• Plaza Six, 2339 Iowa.

The Ladies Man

Billy Dee Williams is so suave playing a bartender that he can be forgiven for inhabiting a lazy film like "The Ladies Man." The other filmmakers on this big-screen version of the "Saturday Night Live" skit should keep their evening gigs. Tim Meadows reprises his Leon Phelps character, a lisping call-in show host who offers dopey, lurid advice on love. Despite his stupidity, he seduces many women because he's a dreamboat in comparison to their men. Those who find the mere utterance of "doggie-style" amusing will howl; others will find this to be an excellent argument for celibacy. (R) -- DL

  • Southwind Twelve, 3433 Iowa.

Lost Souls

Can demon possession and the coming of the Antichrist actually be dull? They can if you're watching "Lost Souls," an incredibly slow-moving pastiche of "The Exorcist," "Rosemary's Baby" and the "Omen" films. Ben Chaplin plays a skeptical writer who discovers that he is destined to be the earthly vessel for you-know-who, unless he accepts the help of Winona Ryder and a group of rogue Catholic priests. "Lost Souls" is directed by Oscar-winning cinematographer Janusz Kaminski, who seems to think that quick edits and fuzzy, poorly lit imagery will somehow make up for the derivative incoherence of the story. As usual, they don't. (R) -- LL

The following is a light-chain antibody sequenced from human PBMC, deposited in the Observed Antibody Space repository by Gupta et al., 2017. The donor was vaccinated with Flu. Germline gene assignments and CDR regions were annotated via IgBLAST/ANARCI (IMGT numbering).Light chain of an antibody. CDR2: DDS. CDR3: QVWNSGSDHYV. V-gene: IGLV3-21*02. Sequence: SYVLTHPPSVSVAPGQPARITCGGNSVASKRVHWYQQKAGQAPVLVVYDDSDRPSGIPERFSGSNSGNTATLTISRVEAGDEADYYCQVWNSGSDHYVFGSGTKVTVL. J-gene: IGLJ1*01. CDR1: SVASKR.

• 1/2 Southwind Twelve, 3433 Iowa.

Love and Sex

Writer-director Valerie Breiman says little that's new in "Love and Sex," but her observations are frequently on target and hilarious. Famke Janssen ("X-Men") plays a frustrated magazine writer who can easily explain arousing sexual acts but is clueless about what makes a lasting relationship. Breiman has a great eye for absurdity and pens some juicy dialogue (an uncredited cameo by David Schwimmer is worth the ticket price). Nonetheless, the main reason to catch this film is Janssen. The Dutch actress proves that she can be a likable, commanding lead even without being surrounded by special effects. (R) -- DL

  • ** Liberty Hall Cinemas, 644 Mass.

Meet the Parents